The gift from the Sons of the Abraham Synogague was not disclosed, as was true in other instances. Among some of the individual donors were Mr. and Mrs. Henry W. Marshall, and Julie Strayer, daughter of J. W. Strayers. The Lafayette Leader Weekly, November 28, page three, has a picture of the Girl Scouts who donated to the Train.
On the Train’s route from Indianapolis to Monon two freight cars were filled, one laden with 49 tons of food before it reached Delphi. Among the individuals, churches, and clubs that donated were the Kiwanis Club, which having received $84 in cash, purchased food to give to the Friendship Train. Local Monon agent, R. H. Royster, reported 20 cases of various cans of food and 1,000 pounds of commodities such as flour and sugar.
On November 12th and 13th, Monon boxcars traveled from La Crosse to Rensesslaer, stopping at 12 towns. According to Col. Frank R. Cheshire, vice-president of the railroad, citizens along the Monon Railroad line contributed seven carloads of food and soap. A front page story in the Lafayette Journal and Courier November 13, 1947, has printed a lengthy list of donors. The boxcars were turned over to the Pennsylvania Railroad in Hammond to travel to the East Coast and then to Europe. (However, the November 11, page one of the same paper states that the boxcars will go to Chicago to connect with other Friendship Train cars.)
Collected between Monday and Wednesday, November 12, donations from the length of the Monon Rail line were extensive enough to fill 12 boxcars.
Other citizens helped in different ways. On the evening of November 12th two fraternities from Purdue University, the honorary scouting fraternity, Alpha Phi Omega, and members of the Delta Upsilon helped transport food to the boxcars.
On Friday November 14th, the Monon boxcars were moved to Chicago to connect with other boxcars of the Friendship Train.
Cities of the Calumet region of Indiana, Whiting, East Chicago, Gary, and Hammond participated in the Hoosiers state’s contributions. Women from church councils worked together to help with the collections of food or money. Both Hammond and Gary contributed to the Friendship Train which stopped in Hammond on November 13th. Hammond’s Mayor Frank L. Kaminski asked students to bring nonperishable foods to the fire station. Gary donated money. Albert Mulliken, head of the Junior Chamber of Commerce in Gary, coordinated the drive to collect the funds. Donations were sent to James Hansen of Gary Trust and Savings and F. N. Tyler at Gary National Bank; the $288 collected and was forwarded to the Citizens Food Committee.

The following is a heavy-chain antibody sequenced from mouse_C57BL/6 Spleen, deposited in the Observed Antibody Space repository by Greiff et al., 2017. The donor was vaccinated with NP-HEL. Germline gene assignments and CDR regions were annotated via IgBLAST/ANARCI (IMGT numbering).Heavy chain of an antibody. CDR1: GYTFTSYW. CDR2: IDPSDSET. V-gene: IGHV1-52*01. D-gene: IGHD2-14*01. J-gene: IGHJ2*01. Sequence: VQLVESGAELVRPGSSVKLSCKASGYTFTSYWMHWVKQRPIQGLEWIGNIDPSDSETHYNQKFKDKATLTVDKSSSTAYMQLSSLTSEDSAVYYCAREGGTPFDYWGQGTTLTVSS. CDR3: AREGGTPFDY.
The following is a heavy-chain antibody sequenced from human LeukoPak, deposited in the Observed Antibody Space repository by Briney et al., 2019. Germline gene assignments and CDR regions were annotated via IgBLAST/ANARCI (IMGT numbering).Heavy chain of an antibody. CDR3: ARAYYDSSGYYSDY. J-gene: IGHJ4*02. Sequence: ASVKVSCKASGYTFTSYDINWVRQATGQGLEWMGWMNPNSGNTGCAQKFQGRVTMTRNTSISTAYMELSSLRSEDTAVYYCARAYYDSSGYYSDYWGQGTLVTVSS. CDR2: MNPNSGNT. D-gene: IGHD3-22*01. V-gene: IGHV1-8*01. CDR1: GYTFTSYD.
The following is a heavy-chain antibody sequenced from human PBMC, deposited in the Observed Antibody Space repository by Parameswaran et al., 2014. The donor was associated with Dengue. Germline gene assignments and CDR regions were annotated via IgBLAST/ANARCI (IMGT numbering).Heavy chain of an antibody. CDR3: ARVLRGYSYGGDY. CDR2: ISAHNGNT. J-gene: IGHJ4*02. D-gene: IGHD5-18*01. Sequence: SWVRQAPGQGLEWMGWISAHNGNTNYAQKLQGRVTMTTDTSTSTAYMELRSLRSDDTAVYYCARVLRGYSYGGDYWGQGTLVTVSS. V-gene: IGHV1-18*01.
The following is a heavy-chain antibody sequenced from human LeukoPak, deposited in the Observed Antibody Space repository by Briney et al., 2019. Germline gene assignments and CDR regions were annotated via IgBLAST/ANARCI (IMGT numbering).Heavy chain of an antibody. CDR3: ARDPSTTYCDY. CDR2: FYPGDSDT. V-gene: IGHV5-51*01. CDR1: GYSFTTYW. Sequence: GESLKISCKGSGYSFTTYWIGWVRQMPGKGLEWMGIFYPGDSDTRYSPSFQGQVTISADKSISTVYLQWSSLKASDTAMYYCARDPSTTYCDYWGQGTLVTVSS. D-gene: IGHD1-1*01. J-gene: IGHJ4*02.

Elkhart welcomed the Friendship Train in a grand style. At 11:30 a. m. on Monday, November 15, 2,000 people witnessed the exciting event of the Train’s cross-country stop at their town. A parade added to the celebration. Riders in the squad car leading the procession were Fire Chief John Williams, Police Chief William Roth, City Controller Harold Pribble, and other city officials. The Elkhart High School Band and the Municipal Band followed the car. The parade’s Marshall was J. H. Burke.
One hundred western riders from Goshen, Warsaw, Milford, Ft. Wayne, South Bend and Elkhart increased the thrill of the colorful procession. The E. H. Medlen Stables provided the horses and riders, and I. A. Miller also offered several palominos. Chick Thompkins was the publicity director. From a sound car donated by Harold Carmien, Radio station WTRC broadcast highlights as it followed the parade.
According to Irvin Kell of the Junior Association of Commerce, the two Elkhart food cars were valued at $4,000. After its departure, additional money in the amount between $300 and $500 was forwarded to New York City to add to the purchase of more food. Some of the nearby towns contributing were Goshen, Nappanee, Ligonier, and Wakarusa.